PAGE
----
Thursday, September 30, 2010
How would you like a bit of fall to arrive via a beautiful basket on your doorstep? Let’s make it even more fabulous by filling it with classic French favorites.
We begin with a French osier (reed) basket. My partner, Andrea, profiled these beauties in a recent post here. I can’t say enough wonderful things about this basket. I purchased a few osier baskets while living in Europe almost a decade ago. Even with heavy use my reed baskets are in impeccable condition. They are a rare find here in the United States.
Next, comes a lovely and heavy vintage cotton sheet. It is adorned with the most breathtaking monogram. I have written before how you can make almost any monogram your own. It just takes a bit of tongue in cheek creativity. For instance, this monogram, WRM could stand for Wildly Romantic Marriage. My dachshund thinks that it should stand for Rudi Weiner Majesty. You can have loads of fun coming up with your own titles.
Of course France is famous for its lavender. Métis Linens has found a brilliant source for organic dried lavender. It is so wonderfully fragrant.
A heavily embroidered piece of linen that I found years ago in Strasbourg needed a bit of love. Lavender sachets were a perfect choice. One sachet will arrive in your basket.
You’ll also receive some organic bath salts featuring French white kaolin clay, Mistral soap, a sweet copper mold, two lovely ceramic bowls and a vintage necklace that features French lovers in fall colors. This giveaway is open to everyone.
There is a second giveaway for those who wish to blog about the Métis Linens giveaway. The winner will receive six lovely French vintage damask napkins. They have a wonderful feel and are generously sized.
This gift will arrive tied with a vintage piece of rayon seam bidding and have an added touch of antique metalwork. Just leave a second comment with your blog post or side bar link that features the Métis Linens giveaway.
Our third giveaway is a wonderful set of various French vintage hand towels, napkins and damask fabric that can be used in a variety of ways.
To qualify for this giveaway please become a Nos Chers Amis (our dear friends) aka “follower” of the Métis Linens blog and then leave a comment here. This blog is still in its infancy and we are feverishly working to add many special touches to it. Andrea has already written a few wonderful posts for your enjoyment.
A quick recap~ there are a total of three giveaways.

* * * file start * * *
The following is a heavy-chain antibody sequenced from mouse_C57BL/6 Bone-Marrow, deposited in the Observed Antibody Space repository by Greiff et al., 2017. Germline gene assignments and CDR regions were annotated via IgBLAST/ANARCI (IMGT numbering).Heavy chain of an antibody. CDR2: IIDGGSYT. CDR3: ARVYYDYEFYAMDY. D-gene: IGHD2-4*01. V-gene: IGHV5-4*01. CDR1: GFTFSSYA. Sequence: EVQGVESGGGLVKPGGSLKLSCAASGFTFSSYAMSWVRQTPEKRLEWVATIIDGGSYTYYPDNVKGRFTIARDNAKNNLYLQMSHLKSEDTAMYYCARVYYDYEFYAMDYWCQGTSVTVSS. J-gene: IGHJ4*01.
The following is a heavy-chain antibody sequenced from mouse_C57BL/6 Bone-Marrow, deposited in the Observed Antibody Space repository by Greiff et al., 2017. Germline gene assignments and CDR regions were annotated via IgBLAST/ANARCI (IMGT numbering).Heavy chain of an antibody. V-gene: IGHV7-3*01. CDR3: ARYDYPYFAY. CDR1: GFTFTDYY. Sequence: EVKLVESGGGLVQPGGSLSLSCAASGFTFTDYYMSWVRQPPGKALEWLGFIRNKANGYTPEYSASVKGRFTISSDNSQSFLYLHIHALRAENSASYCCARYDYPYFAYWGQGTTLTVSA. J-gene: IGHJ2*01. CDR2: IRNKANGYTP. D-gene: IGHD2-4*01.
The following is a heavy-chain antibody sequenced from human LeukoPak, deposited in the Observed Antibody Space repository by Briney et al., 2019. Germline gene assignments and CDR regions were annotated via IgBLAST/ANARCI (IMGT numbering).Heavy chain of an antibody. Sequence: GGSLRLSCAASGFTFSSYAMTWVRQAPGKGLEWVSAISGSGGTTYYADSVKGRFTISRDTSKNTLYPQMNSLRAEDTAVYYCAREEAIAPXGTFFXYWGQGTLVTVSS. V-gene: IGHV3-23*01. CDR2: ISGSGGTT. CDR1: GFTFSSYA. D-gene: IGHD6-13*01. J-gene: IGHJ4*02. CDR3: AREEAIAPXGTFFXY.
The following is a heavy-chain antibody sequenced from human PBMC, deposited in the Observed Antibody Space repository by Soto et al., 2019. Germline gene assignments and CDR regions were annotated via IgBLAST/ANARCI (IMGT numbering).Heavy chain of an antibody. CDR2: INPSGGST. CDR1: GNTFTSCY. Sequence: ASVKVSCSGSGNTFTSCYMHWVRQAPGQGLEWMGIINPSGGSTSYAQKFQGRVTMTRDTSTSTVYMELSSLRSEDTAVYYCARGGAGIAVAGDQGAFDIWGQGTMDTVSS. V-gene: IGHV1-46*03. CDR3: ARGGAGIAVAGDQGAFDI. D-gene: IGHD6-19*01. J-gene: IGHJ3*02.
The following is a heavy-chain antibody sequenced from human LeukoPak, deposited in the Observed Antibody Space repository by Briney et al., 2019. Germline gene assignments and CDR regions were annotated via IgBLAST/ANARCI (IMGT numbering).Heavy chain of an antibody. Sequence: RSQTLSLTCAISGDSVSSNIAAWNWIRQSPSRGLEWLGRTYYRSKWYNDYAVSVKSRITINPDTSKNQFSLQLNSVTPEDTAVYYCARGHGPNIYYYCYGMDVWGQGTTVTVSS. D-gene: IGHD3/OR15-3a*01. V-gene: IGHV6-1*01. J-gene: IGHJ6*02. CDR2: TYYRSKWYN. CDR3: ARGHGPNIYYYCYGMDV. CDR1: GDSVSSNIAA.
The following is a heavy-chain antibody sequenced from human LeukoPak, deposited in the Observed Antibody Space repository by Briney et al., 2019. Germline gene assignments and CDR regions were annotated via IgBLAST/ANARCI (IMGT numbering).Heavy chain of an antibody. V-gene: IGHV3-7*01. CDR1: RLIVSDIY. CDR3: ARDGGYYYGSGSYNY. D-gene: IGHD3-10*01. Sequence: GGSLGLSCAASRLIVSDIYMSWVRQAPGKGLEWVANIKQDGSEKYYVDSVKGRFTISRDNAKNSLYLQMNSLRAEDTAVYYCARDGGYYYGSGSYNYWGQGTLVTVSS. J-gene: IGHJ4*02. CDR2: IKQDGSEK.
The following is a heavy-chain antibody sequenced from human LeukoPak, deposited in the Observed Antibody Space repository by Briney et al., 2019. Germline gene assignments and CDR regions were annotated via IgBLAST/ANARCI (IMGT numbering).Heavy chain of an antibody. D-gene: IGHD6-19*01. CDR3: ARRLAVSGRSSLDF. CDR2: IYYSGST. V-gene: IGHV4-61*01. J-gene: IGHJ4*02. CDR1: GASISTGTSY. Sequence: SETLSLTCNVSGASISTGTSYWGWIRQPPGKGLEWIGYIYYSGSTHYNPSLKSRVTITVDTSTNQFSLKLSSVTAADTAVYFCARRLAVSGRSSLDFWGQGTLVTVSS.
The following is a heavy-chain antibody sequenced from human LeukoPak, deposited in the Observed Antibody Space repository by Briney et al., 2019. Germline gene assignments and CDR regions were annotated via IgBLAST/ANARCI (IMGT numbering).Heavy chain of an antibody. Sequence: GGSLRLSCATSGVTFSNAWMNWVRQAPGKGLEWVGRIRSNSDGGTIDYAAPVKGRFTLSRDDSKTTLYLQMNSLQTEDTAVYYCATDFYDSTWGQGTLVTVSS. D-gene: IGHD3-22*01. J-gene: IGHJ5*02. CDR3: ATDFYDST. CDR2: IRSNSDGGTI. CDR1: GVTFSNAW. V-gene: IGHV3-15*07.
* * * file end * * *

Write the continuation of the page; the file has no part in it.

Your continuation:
1. The basket and its contents is open to everyone, just leave one comment.
2. The damask napkins are for those who wish to write a post or place a link on their sidebar announcing this giveaway. Leave a second comment with the link to your blog.
3. The third giveaway is for those who become a Nos Chers Amis, aka “follower”, of the blog Métis Linens. Please come back and leave a comment here.
All three winners will be selected on Thursday, October 7, 2010.
UPDATE: Congratulations to Yvonne of Stonegable for winning the basket, Sherry of No Minimalist Here won the damask napkins and Lavender Dreams won the assortment of vintage French linens.
I hope these lovely ladies will enjoy their bit of ooh la la!
Wednesday, September 29, 2010
He was christened at the church of St. Michael and All Angels in the village of Pirbright, (Surrey) England, which is also where Mr. Decor’s Aunt Bette and Uncle David live.
A church has stood on these same grounds for over 800 years. There are records dating back to a chapel built in 1210~1214 AD. The current church was built in the Georgian style in the late 18th century after a fire destroyed the previous church.
Alongside the church is an accompanying cemetery. Its most famous occupant is Sir Henry Morton Stanley a Welsh journalist and explorer who most famously found Dr. Livingston. “Dr. Livingston, I presume?”
Sweet boy was christened on December 9, 2001, which also happened to be his father’s birthday. Our boy was 2 months old and weighed in at just under 7 pounds. He wore his grandfather's christening gown.
Relatives and friends came from far and wide. Eric’s dear family hosted a luncheon afterwards that I still dream about. Here you can see the beautiful stained glass located behind the altar. Sweet Boy is held by our good friend Patrick and joined by his darling wife Nicola and their 2 children. Patrick is a wonderful chef who owns the famous Sweetings restaurant, a London institution.
Here is the 6th and final clue in the Decor To Adore Grandest Giveaway ever.
Come back on Friday to see what all the fuss is about.
Happy Birthday Sweet Boy,
Monday, September 27, 2010
I recently shared that I am currently the keeper of a secret. It is a sweet something that has captured long spans of my attention for awhile now. One does pay a price when living within lovely thoughts and I have been remiss in extending heartfelt gratitude shown to me by some very beautiful people.
Rebecca from The Ardent Sparrow hosted a giveaway back in July. (Yes, very remiss!) Rebecca’s blog is filled with lovely eye candy. The giveaway was sponsored by the truly talented Heather from Post Road Vintage. Does Heather’s name sound familiar? She is featured in the current issue of Sommerset Home. I adore her pretty plate hooks.
I ending up selecting a beautiful blue mason jar soap pump. It found a home in Sweet Boy’s bathroom.